Migrants who were forced off a train by German border police officers arrive at the train station of the southern German border town of Passau on Monday.
By ALISON SMALE and MELISSA EDDY
September 14, 2015
BERLIN — After a full week of record arrivals, Munich appeared dangerously close on Saturday to missing its pledge to provide a bed for every migrant heading its way. The police appealed to the public for donations of blankets and camping mattresses. Cookies and water would be welcome, too.
On Saturday alone, 13,000 people pulled into Munich’s main train station, a new peak. Munich’s mayor, Dieter Reiter, had for days been urging Chancellor Angela Merkel’s government and Germany’s 15 other states to shoulder their share of the burden — a mirror of the problem that Berlin faced at the European level, as it asked for a plan to distribute the arrivals fairly among the European Union member states.
For most of the newcomers, their arrival at the station was the long-anticipated end of a journey that began under harrowing conditions in the Middle East. But for the authorities in Munich — and for Ms. Merkel, as well — it was a tipping point.
The chancellor, who last week posed for photos with grateful migrants in Berlin, now faced anger from within her conservative bloc and from the leaders of most of Germany’s 16 states.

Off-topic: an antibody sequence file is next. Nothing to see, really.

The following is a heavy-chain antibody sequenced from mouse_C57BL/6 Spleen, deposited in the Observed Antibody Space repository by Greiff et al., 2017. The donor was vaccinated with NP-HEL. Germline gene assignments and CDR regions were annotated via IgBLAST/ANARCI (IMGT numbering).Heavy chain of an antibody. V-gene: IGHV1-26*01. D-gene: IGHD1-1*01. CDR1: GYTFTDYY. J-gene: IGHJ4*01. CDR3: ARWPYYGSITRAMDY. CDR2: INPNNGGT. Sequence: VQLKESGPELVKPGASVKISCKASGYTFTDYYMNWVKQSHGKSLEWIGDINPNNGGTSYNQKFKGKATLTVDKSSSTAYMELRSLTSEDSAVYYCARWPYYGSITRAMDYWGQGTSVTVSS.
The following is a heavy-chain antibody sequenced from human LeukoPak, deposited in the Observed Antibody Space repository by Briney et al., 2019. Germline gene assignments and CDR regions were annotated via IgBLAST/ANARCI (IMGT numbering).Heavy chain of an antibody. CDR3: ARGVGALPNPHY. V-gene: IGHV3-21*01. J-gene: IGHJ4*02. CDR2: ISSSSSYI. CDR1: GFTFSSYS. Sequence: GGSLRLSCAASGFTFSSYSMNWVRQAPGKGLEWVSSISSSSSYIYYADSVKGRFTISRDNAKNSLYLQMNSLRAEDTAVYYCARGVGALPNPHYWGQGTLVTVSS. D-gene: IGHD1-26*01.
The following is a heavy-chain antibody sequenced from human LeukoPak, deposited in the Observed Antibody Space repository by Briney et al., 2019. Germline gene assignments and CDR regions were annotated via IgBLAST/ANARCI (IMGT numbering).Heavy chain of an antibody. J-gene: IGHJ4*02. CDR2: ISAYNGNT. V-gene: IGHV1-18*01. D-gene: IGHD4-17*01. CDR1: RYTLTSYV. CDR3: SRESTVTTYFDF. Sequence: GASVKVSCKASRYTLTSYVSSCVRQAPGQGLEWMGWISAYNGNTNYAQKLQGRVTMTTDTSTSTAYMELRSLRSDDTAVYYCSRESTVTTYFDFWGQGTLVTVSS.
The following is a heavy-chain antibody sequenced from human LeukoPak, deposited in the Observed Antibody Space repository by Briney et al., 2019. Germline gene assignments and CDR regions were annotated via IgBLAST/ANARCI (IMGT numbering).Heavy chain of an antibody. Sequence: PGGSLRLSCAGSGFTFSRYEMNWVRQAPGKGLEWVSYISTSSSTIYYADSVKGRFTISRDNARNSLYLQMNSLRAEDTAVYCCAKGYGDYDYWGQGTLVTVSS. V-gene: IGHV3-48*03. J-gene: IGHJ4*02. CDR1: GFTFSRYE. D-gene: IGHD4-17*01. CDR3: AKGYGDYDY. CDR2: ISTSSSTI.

Interactive Feature | European Refugee and Migrant Crisis
At the same time, in Europe, she was making no headway with arguments for a fair distribution of migrants ahead of a crucial meeting in Brussels on the issue Monday.
And one more problem was looming: In a week Oktoberfest would open its beer tents in Bavaria, drawing six million revelers, many whom would pass through the Munich train station. Officials feared the situation could spiral out of control.
As frustration mounted in Berlin, Munich, Budapest and Brussels, the chancellor did an about-face: After throwing open its borders a week earlier, Germany would reimpose controls on its open borders. Although not unprecedented, the step dealt a blow to European pride in freedom of movement — and signaled that Germany’s patience was spent.
Some of the pressure on Ms. Merkel had come from the governor of Bavaria, Horst Seehofer, who complained that she had opened the borders with very little advance notice and …Read More